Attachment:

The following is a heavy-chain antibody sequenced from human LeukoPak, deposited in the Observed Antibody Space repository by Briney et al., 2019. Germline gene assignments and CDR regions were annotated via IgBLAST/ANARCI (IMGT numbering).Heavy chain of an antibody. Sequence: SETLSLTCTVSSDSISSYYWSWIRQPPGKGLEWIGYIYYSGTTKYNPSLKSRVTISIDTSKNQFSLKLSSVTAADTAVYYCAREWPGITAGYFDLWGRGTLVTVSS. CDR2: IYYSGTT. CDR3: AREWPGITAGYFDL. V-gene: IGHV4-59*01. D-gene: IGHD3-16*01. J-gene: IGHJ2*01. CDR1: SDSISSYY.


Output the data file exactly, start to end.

The following is a heavy-chain antibody sequenced from human LeukoPak, deposited in the Observed Antibody Space repository by Briney et al., 2019. Germline gene assignments and CDR regions were annotated via IgBLAST/ANARCI (IMGT numbering).Heavy chain of an antibody. Sequence: SETLSLTCTVSSDSISSYYWSWIRQPPGKGLEWIGYIYYSGTTKYNPSLKSRVTISIDTSKNQFSLKLSSVTAADTAVYYCAREWPGITAGYFDLWGRGTLVTVSS. CDR2: IYYSGTT. CDR3: AREWPGITAGYFDL. V-gene: IGHV4-59*01. D-gene: IGHD3-16*01. J-gene: IGHJ2*01. CDR1: SDSISSYY.